Can Consumers’ Expectations Predict Downturns?

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This figure is a line graph titled, Unemployment Expectations in the UK. The x-axis represents time and ranges from January 1985 to January 2020.  The figure contains two lines: "Unemployment rate 12-months ahead" and "Share of individuals expecting unemployment to rise." Both lines are measured as percentages but have different scales on the y-axis. The scale for the "Unemployment rate 12-months ahead" line ranges from -3% to 12%, while the scale for the "Share of individuals expecting unemployment to rise" ranges from -20% to 80%. The "Unemployment rate" line begins at around 11% in 1985 and experiences fluctuations throughout the study period, showing a general decline and ending at approximately 4.5% in 2020. The "Share of individuals expecting unemployment to rise" line starts at around 40% and exhibits much greater fluctuations compared to the unemployment rate line. The two lines move in a similar pattern. When there are spikes in the "Share of individuals expecting unemployment to rise" line, the "Unemployment rate" line also experiences slight increases. The same correlation is observed during declines. However, the fluctuations in the "Share of individuals expecting unemployment to rise" line are significantly more pronounced than those in the "Unemployment rate" line. The source line reads, Source: Researchers’ calculations using UK micro data.

Economic variables have a mixed record when predicting consumers’ self-reported wellbeing. Consumer and firm expectations, however, have substantial predictive power for changes in economic activity. That’s the conclusion David G. Blanchflower and Alex Bryson reach in Wellbeing, Expectations and Unemployment in Europe (NBER Working Paper 32006). They find that individuals’ fears of becoming unemployed, as tracked in household surveys, rose in the months before both the Great Recession and the COVID-19 recession.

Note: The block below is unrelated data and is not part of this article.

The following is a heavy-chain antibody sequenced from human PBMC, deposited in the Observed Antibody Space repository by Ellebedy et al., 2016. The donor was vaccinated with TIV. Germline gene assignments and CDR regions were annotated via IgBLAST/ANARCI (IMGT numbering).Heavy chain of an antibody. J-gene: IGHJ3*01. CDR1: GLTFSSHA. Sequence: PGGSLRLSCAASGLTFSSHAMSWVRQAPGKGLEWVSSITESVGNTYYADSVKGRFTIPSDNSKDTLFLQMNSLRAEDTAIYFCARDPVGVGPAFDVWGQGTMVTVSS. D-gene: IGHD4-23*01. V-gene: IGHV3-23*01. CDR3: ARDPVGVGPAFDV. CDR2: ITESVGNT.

The researchers couple consumer expectations of future employment with firms’ expectations of future staffing levels in 29 European countries between 1985 and 2022. Besides foreshadowing the Great Recession and the pandemic-driven downturn, their indicators also show a sharp rise in fear of unemployment in 2022, when Russia invaded Ukraine. The survey data made more accurate predictions than many professional forecasters. The researchers point out that consumers and businesses are close to economic transactions and can possess more timely information than policymakers and statisticians.

The researchers find that various measures of consumer wellbeing, such as their fear of unemployment, perception of the economic situation, and their household financial situation, rise and fall with economic conditions. The researchers concentrate on consumers’ expectations regarding future unemployment as especially useful in predicting downturns ahead of other data. The survey analyzed by the researchers asked individuals to predict the rate of unemployment in 12 months. Between 1985 and the late 1990s, these predictions generally overstated the realized unemployment rate by 1 to 2 percentage points. At the turn of the century, it underpredicted unemployment by 1 percentage point. Starting in 2002, the forecasts were typically accurate to within half a percentage point. Over the full sample period, mean unemployment in Europe was 8.56 percent; expectations surveys predicted 8.88 percent.

Fear of unemployment rose in all 29 of the European nations studied in the first half of 2008, before the Great Recession, but central banks seemed unaware that most of Europe’s economies had fallen into recession by the second quarter of that year. Fear rose between 2018 and 2019 in 11 of 17 countries in Western Europe and 6 of 11 in Eastern Europe — before the pandemic. This suggests that even without that pandemic shock, the region might have fallen into recession.

The expectations data are collected monthly, which makes them useful for high-frequency prediction of a nation’s future unemployment rate. “In our view,” the researchers conclude, “if central banks had been using these methods, they would have spotted the Great Recession many months before they did.”

— Laurent Belsie

The researchers acknowledge they were paid by the UN Human Development Programme to advise them. They acknowledge financial support from the United Nations.